Archery is rising in popularity due to the success of books like 'The Hunger Games'

Whoosh, thump.

Whoosh, thump.

Whoosh, thump.

Last Thursday at a field adjacent to the Jessie Mays Community Center in North Plains, those sounds played out over and over as a group of seven young archers took aim at targets and released their arrows, which — for the most part — pierced paper bulls-eyes on foam targets further upfield.

The two-hour lesson, put on by the North Plains Public Library and Archers Afield, gave adolescents a chance to try out an activity that is not necessarily mainstream in the U.S. sports landscape but is on the rise in popularity nonetheless.

“It’s coming up quite a bit. It’s starting to go back into schools,” said Chelsea LaPoint, the Archers Afield instructor who ushered the teens and tweens through the lesson.

“We’ve got a lot of programs, a lot of clubs, leagues that are popping up with it now that it’s starting to get a little bit more exposure through the movies and the shows and the books that came out there for a little while. So it kind of kicked off a ginormous growth.”Photo Credit: HILLSBORO TRIBUNE PHOTO: AMANDA MILES - Anika Gering, 12, and several other students draw back their bows during a free lesson sponsored by the North Plains Public Library.

Indeed, with characters like Katniss Everdeen of the wildly popular book and film series “The Hunger Games,” as well as several other pop culture characters from books and movies embedded in the country’s collective consciousness, membership in USA Archery, the national governing body, has increased dramatically. In a release from May of this year announcing the launch of a basic archery education program for participants of all ages, USA Archery said its membership had increased 72 percent in a 12-month period.

But beyond the pop culture aspect, it’s easy to see why youngsters would want to give archery a try.

Perhaps one of the best aspects to the sport is how quickly it can be picked up. Yes, dedicated archers can spend hours upon hours perfecting their craft, but that level of diligence is not necessary to shoot for fun or to simply try out the sport.

In fact, last week, LaPoint spent just the earliest minutes of the afternoon lesson going over the basics — which covered topics such as safety, etiquette, equipment and technique — but within half an hour or so, the archers were doing a lot of shooting with only minimal feedback.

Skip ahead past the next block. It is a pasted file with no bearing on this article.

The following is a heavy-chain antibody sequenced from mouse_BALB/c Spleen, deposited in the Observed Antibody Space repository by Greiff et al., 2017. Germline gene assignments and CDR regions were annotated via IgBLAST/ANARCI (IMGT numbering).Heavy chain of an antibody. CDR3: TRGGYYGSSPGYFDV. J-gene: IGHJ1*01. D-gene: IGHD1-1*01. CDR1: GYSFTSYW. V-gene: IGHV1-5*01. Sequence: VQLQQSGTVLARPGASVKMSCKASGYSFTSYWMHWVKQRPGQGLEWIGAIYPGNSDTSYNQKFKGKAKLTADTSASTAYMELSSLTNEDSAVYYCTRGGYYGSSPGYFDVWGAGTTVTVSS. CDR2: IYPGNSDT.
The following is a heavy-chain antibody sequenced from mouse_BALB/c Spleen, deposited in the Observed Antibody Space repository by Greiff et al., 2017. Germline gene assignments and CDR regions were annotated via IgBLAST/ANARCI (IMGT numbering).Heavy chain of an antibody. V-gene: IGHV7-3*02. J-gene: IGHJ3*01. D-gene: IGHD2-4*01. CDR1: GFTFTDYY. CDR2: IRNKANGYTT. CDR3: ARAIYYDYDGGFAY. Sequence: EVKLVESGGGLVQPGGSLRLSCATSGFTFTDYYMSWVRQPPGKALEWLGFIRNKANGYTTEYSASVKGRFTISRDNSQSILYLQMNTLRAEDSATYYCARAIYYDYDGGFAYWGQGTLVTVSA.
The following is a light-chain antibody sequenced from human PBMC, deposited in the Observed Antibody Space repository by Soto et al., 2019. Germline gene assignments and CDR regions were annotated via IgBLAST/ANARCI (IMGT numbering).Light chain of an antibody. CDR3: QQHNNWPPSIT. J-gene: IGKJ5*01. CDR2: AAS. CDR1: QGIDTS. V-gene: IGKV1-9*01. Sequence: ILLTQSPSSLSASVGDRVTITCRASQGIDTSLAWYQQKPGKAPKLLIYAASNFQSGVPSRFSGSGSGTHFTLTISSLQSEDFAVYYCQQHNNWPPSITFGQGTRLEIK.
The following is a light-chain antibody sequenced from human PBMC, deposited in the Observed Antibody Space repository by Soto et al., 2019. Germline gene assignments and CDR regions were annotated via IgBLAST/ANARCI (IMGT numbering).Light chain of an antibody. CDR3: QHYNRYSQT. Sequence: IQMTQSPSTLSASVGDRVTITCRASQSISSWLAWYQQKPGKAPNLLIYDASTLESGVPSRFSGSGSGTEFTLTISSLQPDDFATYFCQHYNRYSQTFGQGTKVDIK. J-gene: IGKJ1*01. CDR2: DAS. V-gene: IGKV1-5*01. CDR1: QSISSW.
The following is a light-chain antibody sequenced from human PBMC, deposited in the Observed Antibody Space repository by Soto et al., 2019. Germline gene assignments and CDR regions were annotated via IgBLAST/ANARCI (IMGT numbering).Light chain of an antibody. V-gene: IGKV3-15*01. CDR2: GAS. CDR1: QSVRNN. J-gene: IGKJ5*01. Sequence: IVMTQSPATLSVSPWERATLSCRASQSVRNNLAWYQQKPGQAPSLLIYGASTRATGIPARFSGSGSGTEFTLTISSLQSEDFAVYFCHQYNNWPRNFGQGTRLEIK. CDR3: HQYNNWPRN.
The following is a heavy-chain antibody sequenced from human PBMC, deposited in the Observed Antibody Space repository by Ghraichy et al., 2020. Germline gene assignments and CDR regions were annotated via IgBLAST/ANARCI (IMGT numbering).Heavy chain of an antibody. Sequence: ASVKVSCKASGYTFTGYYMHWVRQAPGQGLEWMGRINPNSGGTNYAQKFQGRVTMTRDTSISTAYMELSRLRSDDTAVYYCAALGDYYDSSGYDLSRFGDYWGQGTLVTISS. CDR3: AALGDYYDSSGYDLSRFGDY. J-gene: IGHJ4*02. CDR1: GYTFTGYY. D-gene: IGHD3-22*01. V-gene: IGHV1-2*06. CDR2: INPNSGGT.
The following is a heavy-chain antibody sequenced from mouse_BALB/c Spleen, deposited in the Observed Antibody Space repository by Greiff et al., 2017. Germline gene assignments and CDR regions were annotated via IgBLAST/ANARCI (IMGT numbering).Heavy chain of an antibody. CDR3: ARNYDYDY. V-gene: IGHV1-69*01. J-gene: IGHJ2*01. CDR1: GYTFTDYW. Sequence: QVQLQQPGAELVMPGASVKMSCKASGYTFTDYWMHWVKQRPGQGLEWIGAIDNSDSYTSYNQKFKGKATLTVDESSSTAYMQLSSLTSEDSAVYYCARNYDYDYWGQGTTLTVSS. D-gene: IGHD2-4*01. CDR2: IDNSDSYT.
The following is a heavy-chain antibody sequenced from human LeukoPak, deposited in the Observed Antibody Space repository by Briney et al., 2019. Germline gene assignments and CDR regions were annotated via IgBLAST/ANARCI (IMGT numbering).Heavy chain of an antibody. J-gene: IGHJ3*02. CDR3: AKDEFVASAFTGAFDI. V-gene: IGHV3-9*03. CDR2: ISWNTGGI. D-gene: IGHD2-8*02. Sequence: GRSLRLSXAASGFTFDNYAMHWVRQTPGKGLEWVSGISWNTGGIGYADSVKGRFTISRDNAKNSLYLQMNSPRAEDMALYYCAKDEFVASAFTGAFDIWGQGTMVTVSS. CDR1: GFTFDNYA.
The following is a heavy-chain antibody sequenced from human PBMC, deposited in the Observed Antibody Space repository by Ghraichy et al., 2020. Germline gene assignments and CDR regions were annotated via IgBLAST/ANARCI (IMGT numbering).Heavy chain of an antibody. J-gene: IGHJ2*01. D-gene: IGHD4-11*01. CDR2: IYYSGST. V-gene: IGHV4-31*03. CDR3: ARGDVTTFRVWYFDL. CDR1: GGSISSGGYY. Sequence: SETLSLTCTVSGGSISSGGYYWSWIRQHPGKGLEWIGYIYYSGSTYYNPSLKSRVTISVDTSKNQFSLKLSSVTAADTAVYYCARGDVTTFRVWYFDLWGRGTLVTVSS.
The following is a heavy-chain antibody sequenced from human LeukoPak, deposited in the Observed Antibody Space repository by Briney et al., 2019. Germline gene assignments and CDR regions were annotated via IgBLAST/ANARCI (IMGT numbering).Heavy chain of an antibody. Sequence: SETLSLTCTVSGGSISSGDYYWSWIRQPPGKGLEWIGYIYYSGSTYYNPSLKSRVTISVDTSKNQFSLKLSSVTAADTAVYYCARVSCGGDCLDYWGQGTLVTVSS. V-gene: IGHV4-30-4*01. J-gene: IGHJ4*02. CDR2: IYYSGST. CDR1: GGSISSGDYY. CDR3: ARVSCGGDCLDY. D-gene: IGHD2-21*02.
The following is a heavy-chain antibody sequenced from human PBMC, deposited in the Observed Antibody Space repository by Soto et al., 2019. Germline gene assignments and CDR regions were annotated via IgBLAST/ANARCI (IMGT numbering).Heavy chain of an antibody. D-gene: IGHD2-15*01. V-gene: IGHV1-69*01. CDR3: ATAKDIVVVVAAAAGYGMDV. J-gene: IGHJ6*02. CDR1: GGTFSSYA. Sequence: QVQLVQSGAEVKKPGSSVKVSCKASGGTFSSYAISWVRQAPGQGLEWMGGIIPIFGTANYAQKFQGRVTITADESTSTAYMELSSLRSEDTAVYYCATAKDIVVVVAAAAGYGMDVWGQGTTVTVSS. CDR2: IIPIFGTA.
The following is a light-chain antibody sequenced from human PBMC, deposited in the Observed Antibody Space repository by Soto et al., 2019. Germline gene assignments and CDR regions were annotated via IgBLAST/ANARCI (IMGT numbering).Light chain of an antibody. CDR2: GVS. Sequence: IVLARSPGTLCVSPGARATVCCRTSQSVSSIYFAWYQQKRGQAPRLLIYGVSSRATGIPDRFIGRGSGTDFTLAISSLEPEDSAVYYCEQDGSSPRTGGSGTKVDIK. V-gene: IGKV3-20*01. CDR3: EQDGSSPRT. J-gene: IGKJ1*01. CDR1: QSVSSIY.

LaPoint instructs for Archers Afield, an archery shop and indoor range in Portland. She travels throughout the area, hauling archery gear to events ranging from children’s birthday parties and family barbecues to even corporate events. She has instructed archers as young as 3 and 4 years old.

But participants do not need to drop archery once they’ve gotten too old for summer camp. In fact, it is a sport that family members of all ages can do together — which can’t be said for every activity.

“You can get the little kids into it all the way up to grandma and grandpa can shoot it,” LaPoint noted. “There’s different weights of bows. There’s something that fits everybody.”

The participants in last Thursday’s lesson could switch between both short and long recurve bows as well as short and long arrows.

Sophia Spry, 11 of Portland, was one of those who turned out for the event, which returned after an inaugural edition in 2013. She comes out to the North Plains area because her grandparents have a farm in Helvetia, and she participates in the summer reading program at the library. Sophia found that she preferred the longer bow — which she found easier to aim — with the shorter arrow, as the long arrows “went in crazy directions and never hit the target.”

“It was fun,” she said. “It was a little tiring toward the end, but it was fun because we scooted (the targets) back farther each time. And it was fun to see how you got better.”

Anika Gering, who is 12 and lives in unincorporated Washington County, attended the archery event with her aunt. Like Sophia, Anika had previously tried the sport, but it had been a while. She is a fan of the Percy Jackson series of books, which includes several bow-and-arrow-wielding characters.

“It’s not the most common of sports, and I suppose kind of having a bow, because it’s kind of a weapon, kind of makes you feel like you have power, sort of,” she said.

Empowering, and as LaPoint points out, also relaxing. That seems a combination worth trying.

“It’s kind of a gratifying sport because it takes a lot of concentration on your part,” LaPoint said. “It’s a mellow sport. It’s not a super intensive sport, but it requires a lot of focus and a lot of thinking.

“So it’s one of those sports that you can kind of just mellow out and go shoot. You don’t have to get super intense, super riled up for it.”

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